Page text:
Daily life anywhere is hard to capture. Here things are relaxed, which can be frustrating for those of us used to living in larger cities where instant gratification is possible. Things take time here, and often when someone says tomorrow (domani), one may need to ask “which tomorrow?” It is a place where you need to make your own niche, whether as an artist, a builder, a retiree, part time resident etc. Going out for simple errands can take a long time as you end up stopping to chat with half of the town, or get caught in line at the deli counter (salumeria), where the customer in front of you is engaging in a 20 minute conversation worthy of not seeing the person in years, even though they were there the day before. It all has it’s own entertainment value and you may find yourself holding up traffic on the main road, while you lean on someone’s window to exchange greetings and news. Traffic watching from the Clock Tower Cafe, in the center of town, is a truly pleasurable past time. On a hot day with a cold beer, the uniquely Cianciana rush hour around lunch and then at 6 pm is full of cars parking on sidewalks or at jaunty angles blocking traffic as large delivery trucks attempt to negotiate, and people get in highly amusing disputes with the whistle-armed traffic wardens. From the terrace you can also look down the main street of town at the blue hazed mountains to the south. If you turn to look back across the terrace, there are usually at least 2 tables packed with people playing cards, in which it is obligatory to wave your hands and shout often to intimidate your opponents. All in good fun, and just part of the sounds and color that make Cianciana special.
We read on a forum of expats the question “What’s so special about Cianciana, why there?” It seems difficult to describe, but there is something that tugs at your heart here. Mixed with that affection is also the inevitable irritations present in any good relationship. Our shock that in the summer when water is in short supply, that our neighbors insist on bathing their balconies with 100s of liters every morning. Exactly how does the free form line at the post office work? When we were first here we stood in line for 20 minutes, and just as we got to the front, a woman came running up and said that she’d been there earlier and therefore was ahead of us. Hmm, still trying to fathom the logic of that. Trying to accept that children run rampant here, and there is very little overt discipline, okay maybe none at all. Yet, none of these frustrations have ever made us regret our decision to move here. So obviously there is much more positive than negative, and we all need something to moan about. The friendliness and instant acceptance is what first attached us, and the quirks have only endeared us. Our own oddities are no doubt a source of raised eyebrows and shakes of the head, but hopefully we provide amusement for our neighbors. No, we don’t scour our balconies and polish the door step each day. We often go out together as a couple, here many couples only go out on festa. This was very confusing at first, as you needed to wait for a holiday to see who was with who. We’re still not sure. That tradition is changing with a younger generation, and we have been accepted as we are. Is that it? An openness and welcome even though we are obviously not Sicilian, and must be putting our foot in it all the time. Who knows?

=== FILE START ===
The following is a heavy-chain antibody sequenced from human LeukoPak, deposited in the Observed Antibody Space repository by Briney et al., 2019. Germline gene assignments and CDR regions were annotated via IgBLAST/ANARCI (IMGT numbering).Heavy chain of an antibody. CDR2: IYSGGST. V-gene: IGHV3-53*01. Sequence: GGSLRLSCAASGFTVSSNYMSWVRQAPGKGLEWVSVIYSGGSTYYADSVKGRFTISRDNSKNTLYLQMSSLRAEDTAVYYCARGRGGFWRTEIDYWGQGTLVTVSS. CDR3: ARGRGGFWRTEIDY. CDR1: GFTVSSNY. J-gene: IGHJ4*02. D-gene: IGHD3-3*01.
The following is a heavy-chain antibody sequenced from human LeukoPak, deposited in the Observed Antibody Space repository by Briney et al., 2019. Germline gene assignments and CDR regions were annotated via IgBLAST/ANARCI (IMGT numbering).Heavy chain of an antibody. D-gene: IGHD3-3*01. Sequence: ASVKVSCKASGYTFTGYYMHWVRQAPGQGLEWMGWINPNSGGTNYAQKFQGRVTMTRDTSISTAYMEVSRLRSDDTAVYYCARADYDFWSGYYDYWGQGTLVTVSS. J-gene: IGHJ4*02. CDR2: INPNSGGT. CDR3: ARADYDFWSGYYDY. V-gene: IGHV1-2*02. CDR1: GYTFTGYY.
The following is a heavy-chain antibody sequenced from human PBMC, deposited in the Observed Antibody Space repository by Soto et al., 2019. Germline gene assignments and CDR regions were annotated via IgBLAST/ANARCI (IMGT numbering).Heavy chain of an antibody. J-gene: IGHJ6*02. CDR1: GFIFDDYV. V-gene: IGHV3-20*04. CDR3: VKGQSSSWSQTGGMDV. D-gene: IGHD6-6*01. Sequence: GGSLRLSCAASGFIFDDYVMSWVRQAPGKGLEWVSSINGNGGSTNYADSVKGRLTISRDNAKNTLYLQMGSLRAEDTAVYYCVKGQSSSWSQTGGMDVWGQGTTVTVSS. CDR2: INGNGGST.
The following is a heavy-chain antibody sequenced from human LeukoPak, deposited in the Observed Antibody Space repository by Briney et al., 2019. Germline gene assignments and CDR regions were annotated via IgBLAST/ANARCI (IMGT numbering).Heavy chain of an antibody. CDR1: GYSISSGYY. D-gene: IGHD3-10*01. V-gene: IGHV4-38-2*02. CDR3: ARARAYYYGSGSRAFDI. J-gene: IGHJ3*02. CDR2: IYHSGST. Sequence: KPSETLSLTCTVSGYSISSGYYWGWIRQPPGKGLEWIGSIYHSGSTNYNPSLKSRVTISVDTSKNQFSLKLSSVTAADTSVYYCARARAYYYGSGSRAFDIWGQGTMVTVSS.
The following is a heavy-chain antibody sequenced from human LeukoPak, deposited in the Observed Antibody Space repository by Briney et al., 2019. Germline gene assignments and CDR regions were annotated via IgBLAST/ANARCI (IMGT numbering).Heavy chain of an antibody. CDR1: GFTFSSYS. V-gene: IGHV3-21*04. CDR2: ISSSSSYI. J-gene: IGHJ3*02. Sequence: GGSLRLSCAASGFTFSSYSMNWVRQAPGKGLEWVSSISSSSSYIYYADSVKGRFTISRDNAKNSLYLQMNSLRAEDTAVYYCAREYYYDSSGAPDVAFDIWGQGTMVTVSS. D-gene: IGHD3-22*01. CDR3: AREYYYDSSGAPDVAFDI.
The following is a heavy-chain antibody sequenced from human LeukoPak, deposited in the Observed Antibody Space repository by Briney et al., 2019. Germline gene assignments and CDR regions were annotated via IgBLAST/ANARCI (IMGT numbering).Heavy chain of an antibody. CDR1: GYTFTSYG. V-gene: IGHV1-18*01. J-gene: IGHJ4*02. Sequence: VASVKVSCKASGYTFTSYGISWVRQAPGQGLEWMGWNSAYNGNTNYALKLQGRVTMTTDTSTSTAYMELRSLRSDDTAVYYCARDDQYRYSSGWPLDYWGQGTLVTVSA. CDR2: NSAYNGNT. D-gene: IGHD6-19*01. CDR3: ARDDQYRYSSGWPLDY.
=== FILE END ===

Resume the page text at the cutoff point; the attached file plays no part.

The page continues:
So why this web site? Well amid that rather skeletal description, there are all sorts of little and big things that are difficult to arrange when you’re not present all year, and even if you are. Hopefully this will become the place to discuss and share. Benvenuto a Cianciana. -Hilary